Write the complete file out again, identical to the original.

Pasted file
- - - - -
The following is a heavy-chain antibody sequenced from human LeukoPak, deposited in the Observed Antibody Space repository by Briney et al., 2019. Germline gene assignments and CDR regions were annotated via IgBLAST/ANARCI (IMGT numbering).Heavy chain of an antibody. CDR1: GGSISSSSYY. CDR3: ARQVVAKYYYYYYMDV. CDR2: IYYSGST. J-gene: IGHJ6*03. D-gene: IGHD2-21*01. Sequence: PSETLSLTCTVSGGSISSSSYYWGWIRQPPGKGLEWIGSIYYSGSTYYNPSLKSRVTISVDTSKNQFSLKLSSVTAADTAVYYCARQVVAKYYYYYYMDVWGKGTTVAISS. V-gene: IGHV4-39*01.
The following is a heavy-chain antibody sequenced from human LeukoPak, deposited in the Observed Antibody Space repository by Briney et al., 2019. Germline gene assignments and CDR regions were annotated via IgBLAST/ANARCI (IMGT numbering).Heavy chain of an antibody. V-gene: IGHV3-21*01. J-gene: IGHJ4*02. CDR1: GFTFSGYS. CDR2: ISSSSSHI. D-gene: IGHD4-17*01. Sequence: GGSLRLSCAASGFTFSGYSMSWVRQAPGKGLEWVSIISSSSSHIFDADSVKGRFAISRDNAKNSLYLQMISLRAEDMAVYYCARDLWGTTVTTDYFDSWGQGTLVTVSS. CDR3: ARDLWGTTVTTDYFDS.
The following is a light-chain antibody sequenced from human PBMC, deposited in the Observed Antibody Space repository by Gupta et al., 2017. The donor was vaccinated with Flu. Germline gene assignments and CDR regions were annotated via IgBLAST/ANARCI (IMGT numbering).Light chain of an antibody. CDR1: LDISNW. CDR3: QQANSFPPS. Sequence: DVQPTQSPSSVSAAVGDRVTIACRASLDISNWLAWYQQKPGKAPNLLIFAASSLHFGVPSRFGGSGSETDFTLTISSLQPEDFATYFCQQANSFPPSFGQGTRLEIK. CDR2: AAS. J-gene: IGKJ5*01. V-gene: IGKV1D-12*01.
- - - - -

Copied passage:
The following is a heavy-chain antibody sequenced from human LeukoPak, deposited in the Observed Antibody Space repository by Briney et al., 2019. Germline gene assignments and CDR regions were annotated via IgBLAST/ANARCI (IMGT numbering).Heavy chain of an antibody. CDR1: GGSISSSSYY. CDR3: ARQVVAKYYYYYYMDV. CDR2: IYYSGST. J-gene: IGHJ6*03. D-gene: IGHD2-21*01. Sequence: PSETLSLTCTVSGGSISSSSYYWGWIRQPPGKGLEWIGSIYYSGSTYYNPSLKSRVTISVDTSKNQFSLKLSSVTAADTAVYYCARQVVAKYYYYYYMDVWGKGTTVAISS. V-gene: IGHV4-39*01.
The following is a heavy-chain antibody sequenced from human LeukoPak, deposited in the Observed Antibody Space repository by Briney et al., 2019. Germline gene assignments and CDR regions were annotated via IgBLAST/ANARCI (IMGT numbering).Heavy chain of an antibody. V-gene: IGHV3-21*01. J-gene: IGHJ4*02. CDR1: GFTFSGYS. CDR2: ISSSSSHI. D-gene: IGHD4-17*01. Sequence: GGSLRLSCAASGFTFSGYSMSWVRQAPGKGLEWVSIISSSSSHIFDADSVKGRFAISRDNAKNSLYLQMISLRAEDMAVYYCARDLWGTTVTTDYFDSWGQGTLVTVSS. CDR3: ARDLWGTTVTTDYFDS.
The following is a light-chain antibody sequenced from human PBMC, deposited in the Observed Antibody Space repository by Gupta et al., 2017. The donor was vaccinated with Flu. Germline gene assignments and CDR regions were annotated via IgBLAST/ANARCI (IMGT numbering).Light chain of an antibody. CDR1: LDISNW. CDR3: QQANSFPPS. Sequence: DVQPTQSPSSVSAAVGDRVTIACRASLDISNWLAWYQQKPGKAPNLLIFAASSLHFGVPSRFGGSGSETDFTLTISSLQPEDFATYFCQQANSFPPSFGQGTRLEIK. CDR2: AAS. J-gene: IGKJ5*01. V-gene: IGKV1D-12*01.